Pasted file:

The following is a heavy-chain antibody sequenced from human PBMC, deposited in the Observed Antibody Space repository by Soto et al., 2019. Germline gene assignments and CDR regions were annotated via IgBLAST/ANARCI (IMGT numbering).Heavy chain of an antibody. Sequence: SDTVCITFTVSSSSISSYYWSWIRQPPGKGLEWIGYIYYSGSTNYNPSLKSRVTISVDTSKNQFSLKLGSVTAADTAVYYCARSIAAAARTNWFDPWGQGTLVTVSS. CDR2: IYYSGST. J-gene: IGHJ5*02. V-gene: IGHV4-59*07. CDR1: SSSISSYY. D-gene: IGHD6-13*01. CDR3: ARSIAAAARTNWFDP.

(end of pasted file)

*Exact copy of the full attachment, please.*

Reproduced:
The following is a heavy-chain antibody sequenced from human PBMC, deposited in the Observed Antibody Space repository by Soto et al., 2019. Germline gene assignments and CDR regions were annotated via IgBLAST/ANARCI (IMGT numbering).Heavy chain of an antibody. Sequence: SDTVCITFTVSSSSISSYYWSWIRQPPGKGLEWIGYIYYSGSTNYNPSLKSRVTISVDTSKNQFSLKLGSVTAADTAVYYCARSIAAAARTNWFDPWGQGTLVTVSS. CDR2: IYYSGST. J-gene: IGHJ5*02. V-gene: IGHV4-59*07. CDR1: SSSISSYY. D-gene: IGHD6-13*01. CDR3: ARSIAAAARTNWFDP.